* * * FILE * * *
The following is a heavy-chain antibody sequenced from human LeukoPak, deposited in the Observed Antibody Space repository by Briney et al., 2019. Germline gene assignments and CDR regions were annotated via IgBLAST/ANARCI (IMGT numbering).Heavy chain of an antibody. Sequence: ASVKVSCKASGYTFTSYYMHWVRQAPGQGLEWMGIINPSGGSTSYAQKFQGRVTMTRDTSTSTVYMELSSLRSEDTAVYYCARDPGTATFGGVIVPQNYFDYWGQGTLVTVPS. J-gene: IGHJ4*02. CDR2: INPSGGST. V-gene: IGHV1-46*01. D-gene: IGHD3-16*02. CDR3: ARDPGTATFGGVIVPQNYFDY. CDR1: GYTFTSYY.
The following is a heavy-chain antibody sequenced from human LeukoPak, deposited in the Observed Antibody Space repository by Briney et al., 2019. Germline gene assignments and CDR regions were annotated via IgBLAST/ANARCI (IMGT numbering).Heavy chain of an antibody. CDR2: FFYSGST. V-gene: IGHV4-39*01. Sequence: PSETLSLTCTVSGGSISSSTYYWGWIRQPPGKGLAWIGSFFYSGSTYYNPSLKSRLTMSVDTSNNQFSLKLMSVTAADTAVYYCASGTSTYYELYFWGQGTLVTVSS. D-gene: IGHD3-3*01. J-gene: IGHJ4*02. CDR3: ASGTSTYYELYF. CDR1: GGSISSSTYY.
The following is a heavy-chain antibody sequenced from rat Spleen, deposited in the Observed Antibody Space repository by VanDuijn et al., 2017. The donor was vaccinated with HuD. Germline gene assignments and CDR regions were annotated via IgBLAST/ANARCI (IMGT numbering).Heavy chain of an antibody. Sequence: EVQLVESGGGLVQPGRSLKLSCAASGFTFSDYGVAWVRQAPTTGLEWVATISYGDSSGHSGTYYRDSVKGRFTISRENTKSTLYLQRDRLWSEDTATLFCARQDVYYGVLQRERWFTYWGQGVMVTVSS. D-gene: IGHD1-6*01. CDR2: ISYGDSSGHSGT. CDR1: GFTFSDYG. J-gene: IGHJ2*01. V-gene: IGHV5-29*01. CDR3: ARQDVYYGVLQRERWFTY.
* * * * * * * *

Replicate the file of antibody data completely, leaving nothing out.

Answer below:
The following is a heavy-chain antibody sequenced from human LeukoPak, deposited in the Observed Antibody Space repository by Briney et al., 2019. Germline gene assignments and CDR regions were annotated via IgBLAST/ANARCI (IMGT numbering).Heavy chain of an antibody. Sequence: ASVKVSCKASGYTFTSYYMHWVRQAPGQGLEWMGIINPSGGSTSYAQKFQGRVTMTRDTSTSTVYMELSSLRSEDTAVYYCARDPGTATFGGVIVPQNYFDYWGQGTLVTVPS. J-gene: IGHJ4*02. CDR2: INPSGGST. V-gene: IGHV1-46*01. D-gene: IGHD3-16*02. CDR3: ARDPGTATFGGVIVPQNYFDY. CDR1: GYTFTSYY.
The following is a heavy-chain antibody sequenced from human LeukoPak, deposited in the Observed Antibody Space repository by Briney et al., 2019. Germline gene assignments and CDR regions were annotated via IgBLAST/ANARCI (IMGT numbering).Heavy chain of an antibody. CDR2: FFYSGST. V-gene: IGHV4-39*01. Sequence: PSETLSLTCTVSGGSISSSTYYWGWIRQPPGKGLAWIGSFFYSGSTYYNPSLKSRLTMSVDTSNNQFSLKLMSVTAADTAVYYCASGTSTYYELYFWGQGTLVTVSS. D-gene: IGHD3-3*01. J-gene: IGHJ4*02. CDR3: ASGTSTYYELYF. CDR1: GGSISSSTYY.
The following is a heavy-chain antibody sequenced from rat Spleen, deposited in the Observed Antibody Space repository by VanDuijn et al., 2017. The donor was vaccinated with HuD. Germline gene assignments and CDR regions were annotated via IgBLAST/ANARCI (IMGT numbering).Heavy chain of an antibody. Sequence: EVQLVESGGGLVQPGRSLKLSCAASGFTFSDYGVAWVRQAPTTGLEWVATISYGDSSGHSGTYYRDSVKGRFTISRENTKSTLYLQRDRLWSEDTATLFCARQDVYYGVLQRERWFTYWGQGVMVTVSS. D-gene: IGHD1-6*01. CDR2: ISYGDSSGHSGT. CDR1: GFTFSDYG. J-gene: IGHJ2*01. V-gene: IGHV5-29*01. CDR3: ARQDVYYGVLQRERWFTY.